Now that the election's finally over, we can all breath a sigh of belief. Nah, screw that. Let's bellyache/gloat about the outcome. Democrats can stand around and rub everything in the Republicans' faces. Okay, it's a dick move, but Republicans would've done the same thing. As for Republicans, they can participate in the time honored tradition of grousing about election shenanigans and dirty campaigning. I'm okay with all of that, because some of it might be true. Except one thing. I'm a little sick of people claiming that Democracy is dead. Get real.
This is something that's happening every time there's a contentious election. Several months ago, when Scott Walker fought off a recall vote in Wisconsin, an inconsolable union activist claimed on TV that "Democracy died tonight.". Democracy dying as the result of a vote (the most fundamental act of democracy there is) struck me as supremely ironic. Also, technically it would be democracy committing suicide.
Some Republicans recently opined (Read: tweeted) that democracy committed suicide on Tuesday. So at least they understood that democracy-death by voting is suicide, not homicide. But nailing the manner of death isn't a big improvement. Nothing died. There was no death. Knock that off, it's aggravating as hell. Besides, aren't the Republicans the ones whose destiny isn't reliant on who's in office? Why does one election mean that we are doomed for all time?
Recent history should prove that democracy didn't receive a death blow on Tuesday. I know a lot of people tried to compare this election to 1980, but it's more like 2004. A one-term president struggling with job approval runs for re-election. The opposing party settles on a somewhat square, super rich, unexciting guy from Massachusetts, who also has a reputation for flip-flopping. The party's support for him is actually somewhat lukewarm; they're more passionate about removing the president than voting for their guy. Massachusetts guy loses. Kerry 2004, Romney 2012. Same story.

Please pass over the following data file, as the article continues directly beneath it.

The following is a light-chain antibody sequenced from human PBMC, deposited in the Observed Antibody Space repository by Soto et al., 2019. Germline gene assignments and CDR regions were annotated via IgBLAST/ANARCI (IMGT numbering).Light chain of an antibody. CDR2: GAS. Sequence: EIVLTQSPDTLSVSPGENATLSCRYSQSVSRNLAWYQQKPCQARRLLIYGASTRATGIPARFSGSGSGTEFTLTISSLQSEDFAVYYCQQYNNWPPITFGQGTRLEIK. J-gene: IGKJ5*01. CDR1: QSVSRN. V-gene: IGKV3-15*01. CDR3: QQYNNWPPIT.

Back then, it was the Democrats who claimed that the country was lost. From their perspective, I'm sure it was. Republicans owned all three branches. When Howard Dean was made DNC chairman and the torch was passed from Whoever-The-Guy-Who-He-Replaced-Was, John Stewart jokingly praised the peaceful transfer of no power. Two years later the Democrats had the Congress, two years after that they had the White House. I guess it wasn't quite the doomsday scenario they imagined.
All they had to do was stop whining and get their act together. Republicans need to do the same thing. Now I'm not really a Republican or Democrat. My ISideWith.com score told me I was a Libertarian, which is right-ish, but not exactly. But I see value in having two strong parties. I think political competition, when done right, can have a positive results that are comparable to the benefits of free market competition. Granted, neither me nor anyone else has figured out what "when done right" means. But we won't ever figure that out if there aren't at least two vibrant parties.
These constant diatribes about democracy fatalities are just petulance. Republicans believe their ideas are better, but not enough people were convinced. Instead of complaining, they need to regroup, rethink, rebrand, and restrategize. The message they had was not quite enough; not enough people bought it. So now they have to think about what they need to do differently.
There is one way to kill democracy. Just give up. If you don't want democracy to die, get back to work. When you lose, assume it's something you did wrong and fix the problem. Not sure what the new Republican message will be. Don't know yet if I'll like it. But if they can put up a good fight in future elections, democracy won't ever die.